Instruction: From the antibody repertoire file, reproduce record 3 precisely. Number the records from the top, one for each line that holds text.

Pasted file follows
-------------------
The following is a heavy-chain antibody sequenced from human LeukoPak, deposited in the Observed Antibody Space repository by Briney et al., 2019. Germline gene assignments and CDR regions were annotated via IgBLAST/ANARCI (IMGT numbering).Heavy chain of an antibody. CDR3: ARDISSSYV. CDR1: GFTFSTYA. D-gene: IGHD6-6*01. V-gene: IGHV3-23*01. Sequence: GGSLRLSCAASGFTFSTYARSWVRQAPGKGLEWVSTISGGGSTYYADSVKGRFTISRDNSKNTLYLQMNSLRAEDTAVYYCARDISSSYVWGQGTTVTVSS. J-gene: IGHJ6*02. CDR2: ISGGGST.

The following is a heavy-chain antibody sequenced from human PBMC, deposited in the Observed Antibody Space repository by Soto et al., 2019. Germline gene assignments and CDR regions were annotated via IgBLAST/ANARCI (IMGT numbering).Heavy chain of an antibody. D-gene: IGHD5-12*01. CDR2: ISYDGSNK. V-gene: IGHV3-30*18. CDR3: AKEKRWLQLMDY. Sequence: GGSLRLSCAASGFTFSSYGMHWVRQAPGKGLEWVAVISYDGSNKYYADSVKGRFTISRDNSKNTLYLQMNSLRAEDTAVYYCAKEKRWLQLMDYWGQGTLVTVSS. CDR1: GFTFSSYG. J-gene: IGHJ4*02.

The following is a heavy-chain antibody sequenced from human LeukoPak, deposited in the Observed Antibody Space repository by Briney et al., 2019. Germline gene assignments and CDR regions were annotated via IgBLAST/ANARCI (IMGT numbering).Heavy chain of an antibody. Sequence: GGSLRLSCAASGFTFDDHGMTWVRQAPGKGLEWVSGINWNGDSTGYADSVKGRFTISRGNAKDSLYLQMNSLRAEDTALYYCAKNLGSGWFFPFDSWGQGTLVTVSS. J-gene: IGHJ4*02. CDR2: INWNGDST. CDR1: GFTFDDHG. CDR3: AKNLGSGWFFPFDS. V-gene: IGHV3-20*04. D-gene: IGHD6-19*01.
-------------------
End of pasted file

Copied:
The following is a heavy-chain antibody sequenced from human LeukoPak, deposited in the Observed Antibody Space repository by Briney et al., 2019. Germline gene assignments and CDR regions were annotated via IgBLAST/ANARCI (IMGT numbering).Heavy chain of an antibody. Sequence: GGSLRLSCAASGFTFDDHGMTWVRQAPGKGLEWVSGINWNGDSTGYADSVKGRFTISRGNAKDSLYLQMNSLRAEDTALYYCAKNLGSGWFFPFDSWGQGTLVTVSS. J-gene: IGHJ4*02. CDR2: INWNGDST. CDR1: GFTFDDHG. CDR3: AKNLGSGWFFPFDS. V-gene: IGHV3-20*04. D-gene: IGHD6-19*01.